Dearborn City Council votes to change Hubbard Ballroom's name to Lincoln Ballroom
Dearborn City Council voted unanimously Tuesday night to change the name of the Hubbard Ballroom in its civic center, the Ford Community and Performing Arts Center. The venue used for weddings and other events will now be called the Lincoln Ballroom in honor of President Abraham Lincoln.
Orville Hubbard was the longest serving mayor of Dearborn, but gained notoriety for his racist remarks and fervent support of racial segregation.
The ballroom's name is not the first time the city has reckoned with Hubbard's legacy. A statue of Hubbard stood outside city hall starting in 1989, but was moved to the lawn of the Dearborn Historical Society in 2015. There it stood until June of 2020, when it quietly was moved outside Dearborn city limits to Hubbard's grave.
Erin Byrnes, the councilmember who lead the charge on changing the ballroom's name, says she wanted the name to reflect the ballroom's function as a welcoming gathering place for the community.
"I see this as a process that really is about evolving, and it’s not about erasing. It really is about advancing unity and inclusivity in our city and I hope that this update of the name really sends a strong and positive message," Byrnes said.
Byrnes and other council members also noted the significant upgrades the ballroom had undergone in recent years.
The agenda item drew significant response from Dearborn residents, with public comments lasting for more than an hour. Though some Dearborn residents were displeased with the change, citing "cancel culture," many more perceived it as a step in the right direction for Dearborn, moving away from a racist past towards a more inclusive future.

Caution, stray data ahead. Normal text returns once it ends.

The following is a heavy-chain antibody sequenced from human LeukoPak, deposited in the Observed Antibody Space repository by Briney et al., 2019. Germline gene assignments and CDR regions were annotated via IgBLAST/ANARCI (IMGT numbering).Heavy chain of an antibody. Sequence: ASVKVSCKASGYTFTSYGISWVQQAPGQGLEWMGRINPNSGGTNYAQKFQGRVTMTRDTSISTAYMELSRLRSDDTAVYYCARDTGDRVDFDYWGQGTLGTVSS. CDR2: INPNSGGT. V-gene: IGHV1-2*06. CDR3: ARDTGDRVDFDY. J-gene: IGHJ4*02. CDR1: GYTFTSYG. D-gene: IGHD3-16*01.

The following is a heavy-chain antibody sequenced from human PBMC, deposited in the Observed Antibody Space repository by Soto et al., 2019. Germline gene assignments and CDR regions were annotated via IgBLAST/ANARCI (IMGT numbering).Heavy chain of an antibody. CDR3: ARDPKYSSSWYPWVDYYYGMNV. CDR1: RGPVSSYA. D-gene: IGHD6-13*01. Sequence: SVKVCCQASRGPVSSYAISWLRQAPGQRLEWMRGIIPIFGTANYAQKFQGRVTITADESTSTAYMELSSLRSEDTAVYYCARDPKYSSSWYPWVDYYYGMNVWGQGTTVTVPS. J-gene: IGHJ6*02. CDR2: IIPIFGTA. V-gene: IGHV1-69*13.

Michael Hachem was one resident who was not terribly pleased with the change.
"It’s true that Orville Hubbard was somewhat racist, in a way, during that time, but let’s also not forget the many city services that the man brought to our city," He expressed concerns about the names of other institutions in Dearborn. "If we’re going to remove his name, we might as well remove Mayor [Michael] Guido's name, because let’s not forget what he said about Arab-Americans. We might as well rename Ford road, rename Oakland Elementary, rename Edsel Ford [High School]. This is actually a cancel culture move that the council is playing out behind closed doors."
Leslie Windless works in Dearborn, and she said she was happy to see the item on the agenda.
"I know it means a lot to me as a member of the Dearborn community and my family to be able to feel like we can even have events there. Even the organizations that I work for and head, we would never hold an event in a ballroom named after Hubbard." She noted that racism was still a problem in the city for her and others, saying, "And I don’t want to make the meeting about [Hubbard], but it’s very hard, because the things that he said and the policies he put in place still impact the city of Dearborn to this day."
Sheela Lal was one of several residents who thought that changing the ballroom's name was a good thing, but did little to address ongoing racism in the city of Dearborn, including concerns about disproportionate arrests and citations by the Dearborn Police of Black people.
"There needs to be more involvement in how citizens and residents understand how the majority of their taxes are spent. It’s not just on this name, it’s on the one entity that takes up a disproportionately large amount of our tax dollars, which is the police. The police have actual power and have been proven to cause more harm to the city than a single ballroom name change."
In response to the defenders of Hubbard, Lal simply said, "Orville Hubbard is dead. Why are you guys still sucking up to him?"
Correction: An earlier version of this story said Dearborn resident Sheela Law spoke at the meeting. That is incorrect. The resident in question is named Sheela Lal. The story has been corrected above.